by James and Deborah Howe
Overall: 4 out of 5 stars
I guess technically this could be a triple review since I did “read” the three books all together! My carpool buddy and I listened to this set in the car as an experiment. When it was over, I asked if she would be interested in another audiobook and she said, “As long as it’s as cute as this one!” The stories are written by Harold, the family dog, who is kind-hearted and funny and just the slightest bit slow on the uptake, allowing the reader the chance to figure things out on their own.
In the first story, Harold narrates the tales of how his family, quite content with him and Chester the cat as pets, come to acquire a rabbit. Chester becomes obsessed with proving that Bunnicula is a vampire who escapes from his cage mysteriously during the night to suck all the juice and color out of the vegetables in the house. In the second story, Harold and Chester are sent off to the Howliday Inn while the family goes away for a vacation. Over the week, mysterious things start happening and Harold and Chester have to figure out who is doing them before they become victims. In the third book, Bunnicula is back and terrorizing the neighborhood and it’s up to the pals to save them!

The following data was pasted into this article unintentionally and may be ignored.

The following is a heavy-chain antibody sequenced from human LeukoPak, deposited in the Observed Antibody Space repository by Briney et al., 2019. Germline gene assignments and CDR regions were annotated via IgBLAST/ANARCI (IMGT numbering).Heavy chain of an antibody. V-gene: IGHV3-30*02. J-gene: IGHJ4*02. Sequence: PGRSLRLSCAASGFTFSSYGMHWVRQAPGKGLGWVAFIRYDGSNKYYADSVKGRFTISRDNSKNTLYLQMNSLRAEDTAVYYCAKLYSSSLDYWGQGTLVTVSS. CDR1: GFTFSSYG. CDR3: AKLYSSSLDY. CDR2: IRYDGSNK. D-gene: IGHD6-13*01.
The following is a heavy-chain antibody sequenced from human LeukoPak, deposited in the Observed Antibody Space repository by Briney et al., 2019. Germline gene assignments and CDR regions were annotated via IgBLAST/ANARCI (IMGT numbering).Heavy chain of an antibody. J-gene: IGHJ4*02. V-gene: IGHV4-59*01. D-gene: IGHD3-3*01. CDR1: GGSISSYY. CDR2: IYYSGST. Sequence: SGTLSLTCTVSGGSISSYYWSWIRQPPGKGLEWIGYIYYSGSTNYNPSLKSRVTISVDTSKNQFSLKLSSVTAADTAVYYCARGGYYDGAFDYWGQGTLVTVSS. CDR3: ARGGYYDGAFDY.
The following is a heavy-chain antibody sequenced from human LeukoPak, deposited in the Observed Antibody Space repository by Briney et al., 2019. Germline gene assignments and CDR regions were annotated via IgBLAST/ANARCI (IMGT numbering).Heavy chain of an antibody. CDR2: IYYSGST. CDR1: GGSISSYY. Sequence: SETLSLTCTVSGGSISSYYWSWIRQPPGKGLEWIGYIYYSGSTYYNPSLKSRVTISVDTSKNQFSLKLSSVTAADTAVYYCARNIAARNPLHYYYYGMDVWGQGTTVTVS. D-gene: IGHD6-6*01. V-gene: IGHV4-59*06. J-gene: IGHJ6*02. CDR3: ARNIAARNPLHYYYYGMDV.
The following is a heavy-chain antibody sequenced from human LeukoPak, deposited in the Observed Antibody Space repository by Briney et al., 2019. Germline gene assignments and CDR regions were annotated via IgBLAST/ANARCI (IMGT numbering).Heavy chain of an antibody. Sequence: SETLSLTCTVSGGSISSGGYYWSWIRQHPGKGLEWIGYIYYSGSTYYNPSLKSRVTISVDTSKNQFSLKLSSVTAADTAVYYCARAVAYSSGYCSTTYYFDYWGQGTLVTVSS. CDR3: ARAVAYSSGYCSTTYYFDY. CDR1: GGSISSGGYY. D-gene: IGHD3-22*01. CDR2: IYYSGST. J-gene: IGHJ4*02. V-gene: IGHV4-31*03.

Through it all, Chester remains steadfastly convinced that Bunnicula is evil, while Harold rather likes the rabbit’s silent company. Yes, Chester reads a lot and is smart, but he’s also very condescending to Harold. Harold puts up with most of it gamely and it doesn’t seem to bother him, yet he also doesn’t treat Bunnicula badly. Chester’s ideas are also sometimes unfounded and he can be stubborn, where Harold is able to see both sides of the story. He seems like the type of friend who will do what his heart tells him, not his bully, and that is a great role model for kids, especially if it’s not shoved down their throats.
One additional note about the audiobook version – it has a brief essay by the author about how he and his wife came to write this book together, and how she passed away of cancer after so he wrote the other two alone. Tugs on the ol’ heartstrings a bit – very sweet.